You need to put "the one that got away out" of your mind. Sounds like it`s blocking you moving on. Or forget "reaching out", just go front the owners, at worst they can tell you to "go away".
And good luck. You will find something you like.
2005 Integrity 386 "Sojourn"
Sydney Australia
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Old 02-16-2022, 01:38 AM   #9
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City: SF Bay Area
Vessel Model: Tollycraft 34' Tri Cabin
Join Date: Feb 2011
Posts: 12,063
Why did you buy your boat?

Well... having 6 decades of boating... every boat purchase is a bit different and for a bit different reasons. I can say that my primary need for each boat I've ever owned [or when growing up my family ever owned...] was for being on the water, cruising, anchoring out, relaxing, swimming, fishing; did I mention being on the water - LOL.

My primary requirement that rules the purchase of every/any boat is its initial build quality, previous maintenance and current condition. In other words, I don't buy a boat to repair it - I do buy it to use it and enjoy it.

Boats do have a soul. Mostly a female soul... but not all. When you [I] get the hankering for one sort or another of a boat let the one I [you] choose "speak", before closing the deal. If the boat's soul is a match with ours, she'll smile at us and give us her wink. I always know when the boat I'm about to purchase will be happy for me to be her new owner. Wink, Wink!
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Old 02-16-2022, 02:38 AM   #10
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We are on boat #24. It doesn’t make sense and I don’t think I can say why I am crazy about boating. But I am, so be it. We bought our current boat because my mom lived with us and was 101 at the time. We had a trawler but it was too slow to leave her alone. So we sold and started buying an express cruiser so we could get home faster in time of trouble with her. Of course just before we closed on the new boat my mom fell and shattered her femur. After the surgery she went to an assisted living facility to rehab. In November she contracted Covid in the facility and quickly passed away even though she had been vaccinated 2 times. With her age there wasn’t anything that could be done. So now we have a fast boat so we can get somewhere fast in an emergency. But it isn’t the long distance cruiser that we had planned for our last boat. But we are having a great time, IMO but maybe not my wife’s, this winter upgrading it to meet my desires. The last 4 boats were supposed to be our last boat but I think this one will truly be it. I am getting too old to start another one. I have actually hired some help once so far and will again this Friday.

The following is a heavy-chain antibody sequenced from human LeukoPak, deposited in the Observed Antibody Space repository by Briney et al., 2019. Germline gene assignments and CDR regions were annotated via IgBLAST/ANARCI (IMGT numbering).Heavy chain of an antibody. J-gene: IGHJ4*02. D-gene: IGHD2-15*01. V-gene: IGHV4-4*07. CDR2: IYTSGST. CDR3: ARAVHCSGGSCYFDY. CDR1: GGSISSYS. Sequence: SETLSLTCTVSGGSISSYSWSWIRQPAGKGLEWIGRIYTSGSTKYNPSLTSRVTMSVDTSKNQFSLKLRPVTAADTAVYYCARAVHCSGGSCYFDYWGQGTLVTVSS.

Boat Nut:
If you are one there is no explanation necessary.
If you aren’t one, there is no explanation possible.
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Old 02-16-2022, 05:42 AM   #11
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City: Vermont
Vessel Name: Luna C.
Vessel Model: 1977 Marine Trader 34DC
Join Date: Sep 2020
Posts: 681
My plan was to buy a boat around retirement time. I kept trying to buy smaller boats, center consoles, bow riders ect. to play on. Girlfriend kept telling me those are not a good fit for the whole family to get enjoyment, she just wanted to buy the bigger boat now. Who am I to argue? After the third time she said buy a bigger boat we did.

We chose this boat because we wanted the trawler style with 2 separate sleeping areas, would could assume the storage until April, and location was doable for us. I wanted single engine, keel protection and a diesel for going slow and sipping fuel. With the 34' we save on docking/storage costs and some maintenance projects are based on length. We also were able to get insurance coverage easily being under 36'. Our budget was also similar to yours. We are doing a couple projects before putting her back in the water in March. We will take care of some deferred maintenance and do some upgrades while enjoying her for the next couple years.